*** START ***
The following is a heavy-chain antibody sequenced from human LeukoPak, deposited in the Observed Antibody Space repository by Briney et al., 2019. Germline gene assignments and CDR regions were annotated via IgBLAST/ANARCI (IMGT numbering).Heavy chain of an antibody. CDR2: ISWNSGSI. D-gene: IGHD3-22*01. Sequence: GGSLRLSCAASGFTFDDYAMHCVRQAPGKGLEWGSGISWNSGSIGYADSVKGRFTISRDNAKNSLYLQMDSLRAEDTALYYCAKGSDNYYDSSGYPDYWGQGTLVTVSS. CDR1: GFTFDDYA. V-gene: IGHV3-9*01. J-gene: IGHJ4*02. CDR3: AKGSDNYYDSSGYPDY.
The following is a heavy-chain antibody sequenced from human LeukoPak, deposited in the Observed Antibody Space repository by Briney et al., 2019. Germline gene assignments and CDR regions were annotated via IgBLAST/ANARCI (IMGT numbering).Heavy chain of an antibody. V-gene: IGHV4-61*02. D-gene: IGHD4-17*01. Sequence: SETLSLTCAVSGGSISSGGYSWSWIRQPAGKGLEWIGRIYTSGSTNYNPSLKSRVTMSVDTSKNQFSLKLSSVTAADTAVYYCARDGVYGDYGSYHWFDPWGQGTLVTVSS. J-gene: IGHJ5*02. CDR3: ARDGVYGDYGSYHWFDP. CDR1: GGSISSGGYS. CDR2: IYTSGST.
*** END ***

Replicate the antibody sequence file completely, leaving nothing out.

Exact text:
The following is a heavy-chain antibody sequenced from human LeukoPak, deposited in the Observed Antibody Space repository by Briney et al., 2019. Germline gene assignments and CDR regions were annotated via IgBLAST/ANARCI (IMGT numbering).Heavy chain of an antibody. CDR2: ISWNSGSI. D-gene: IGHD3-22*01. Sequence: GGSLRLSCAASGFTFDDYAMHCVRQAPGKGLEWGSGISWNSGSIGYADSVKGRFTISRDNAKNSLYLQMDSLRAEDTALYYCAKGSDNYYDSSGYPDYWGQGTLVTVSS. CDR1: GFTFDDYA. V-gene: IGHV3-9*01. J-gene: IGHJ4*02. CDR3: AKGSDNYYDSSGYPDY.
The following is a heavy-chain antibody sequenced from human LeukoPak, deposited in the Observed Antibody Space repository by Briney et al., 2019. Germline gene assignments and CDR regions were annotated via IgBLAST/ANARCI (IMGT numbering).Heavy chain of an antibody. V-gene: IGHV4-61*02. D-gene: IGHD4-17*01. Sequence: SETLSLTCAVSGGSISSGGYSWSWIRQPAGKGLEWIGRIYTSGSTNYNPSLKSRVTMSVDTSKNQFSLKLSSVTAADTAVYYCARDGVYGDYGSYHWFDPWGQGTLVTVSS. J-gene: IGHJ5*02. CDR3: ARDGVYGDYGSYHWFDP. CDR1: GGSISSGGYS. CDR2: IYTSGST.